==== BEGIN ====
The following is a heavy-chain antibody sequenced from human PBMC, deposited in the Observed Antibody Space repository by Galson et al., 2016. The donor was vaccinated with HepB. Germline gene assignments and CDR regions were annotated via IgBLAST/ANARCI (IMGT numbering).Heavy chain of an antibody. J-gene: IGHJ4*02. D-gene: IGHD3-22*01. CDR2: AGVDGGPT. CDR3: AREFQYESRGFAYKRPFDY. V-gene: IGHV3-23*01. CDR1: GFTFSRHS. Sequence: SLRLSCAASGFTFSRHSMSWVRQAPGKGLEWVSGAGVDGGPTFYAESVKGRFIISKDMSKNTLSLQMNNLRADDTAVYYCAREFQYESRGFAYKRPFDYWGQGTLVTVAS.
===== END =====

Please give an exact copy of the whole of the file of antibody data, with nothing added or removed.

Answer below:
The following is a heavy-chain antibody sequenced from human PBMC, deposited in the Observed Antibody Space repository by Galson et al., 2016. The donor was vaccinated with HepB. Germline gene assignments and CDR regions were annotated via IgBLAST/ANARCI (IMGT numbering).Heavy chain of an antibody. J-gene: IGHJ4*02. D-gene: IGHD3-22*01. CDR2: AGVDGGPT. CDR3: AREFQYESRGFAYKRPFDY. V-gene: IGHV3-23*01. CDR1: GFTFSRHS. Sequence: SLRLSCAASGFTFSRHSMSWVRQAPGKGLEWVSGAGVDGGPTFYAESVKGRFIISKDMSKNTLSLQMNNLRADDTAVYYCAREFQYESRGFAYKRPFDYWGQGTLVTVAS.